30 May 2007

What was that song?

Coming home from work last night, I found myself listening to a version of "Amazing Grace" done to the tune of "The House of the Rising Sun." After the day I had today, it was fitting.

As soon as I came through the door of my office in the morning, the phone rang. The officer at Major Control (the hub of all security issues for the prison) called to report that they'd verified with the medical examiner that the brother of one of our offenders had killed himself. Would I please notify the offender?

Well, that's part of my job (and not ALL of it, though if you have been reading here recently, it may seem that I only write about death, death notifications, grieving relatives, and boxes of tissue) so I started the round of phone calls that would get this man to my office.

When he got to my office from his laundry job, I gave him the highlights as I knew them. His girlfriend had called with the message that his brother had killed himself. The prison officers had confirmed that news with the medical examiner. His question threw me: Which brother?

Oh great. That piece hadn't been passed on. I had his sister's number handy, so we called her. When I put him on the phone, she started talking and he kept trying to break in, finally almost yelling, "Which brother? WHO died?" And then he broke down sobbing.

His name is Norman and he's in his middle 50s. His brother Bob was older, recently retired, recently had to put his dog to sleep, still broken over the divorce, and the brothers were tight as kids. Norman cried a long time. Bob will be cremated. Who knows when the service will be, or if it will be.

One of the chemical dependency counselors told me today about a man who'd been using meth for 18 years. He's 25. Do the meth math.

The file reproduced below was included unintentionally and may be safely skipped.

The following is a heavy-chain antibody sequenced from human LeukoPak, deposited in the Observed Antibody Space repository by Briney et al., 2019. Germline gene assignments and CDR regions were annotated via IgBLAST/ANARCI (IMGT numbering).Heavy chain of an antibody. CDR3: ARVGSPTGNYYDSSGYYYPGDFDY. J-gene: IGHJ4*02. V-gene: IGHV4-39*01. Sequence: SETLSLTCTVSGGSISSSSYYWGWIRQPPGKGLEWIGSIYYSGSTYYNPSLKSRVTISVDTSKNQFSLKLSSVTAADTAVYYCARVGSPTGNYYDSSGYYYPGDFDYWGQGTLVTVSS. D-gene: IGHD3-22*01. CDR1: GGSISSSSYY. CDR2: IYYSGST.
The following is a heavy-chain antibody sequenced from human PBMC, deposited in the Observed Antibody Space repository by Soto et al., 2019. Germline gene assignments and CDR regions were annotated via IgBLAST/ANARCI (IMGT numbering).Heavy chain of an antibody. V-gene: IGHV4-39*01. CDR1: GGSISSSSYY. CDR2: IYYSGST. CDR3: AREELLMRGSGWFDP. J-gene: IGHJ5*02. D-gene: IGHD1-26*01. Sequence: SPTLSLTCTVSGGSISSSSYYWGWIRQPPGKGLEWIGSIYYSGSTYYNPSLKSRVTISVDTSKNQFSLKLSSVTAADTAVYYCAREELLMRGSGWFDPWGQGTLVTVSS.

Another man, Little John, dropped into the chair in my office and asked, "How do you get over grieving someone who has been gone four years?" "What kind of games did you play together?" He said they used to dig through garbage cans to look for metal to sell. John told me about the family, five kids from five fathers, all born in the bonds of marriage. Most of the dads drank heavily. Both John and his brother used drugs extensively. The brother died of AIDS and a host of other things.

At the opposite end of the day, we celebrated the volunteers who come in to work with the men in a variety of programs. Some have been coming in for over 25 years, through illness, family upset, and every kind of roadblock a prison can throw in their way. They are great and grand people. I am so very grateful that they share this work and find joy in it.

24 May 2007

A Death in the Family

When I got to work yesterday, there was a message from an offender's dad. His voice broke. He needed to talk with his son. There'd been a death in the family. Two-year-old Hailey was dead, apparently shaken by her 19-year-old mother's boyfriend. The offender is Hailey's uncle. I'd seen the news story the night before.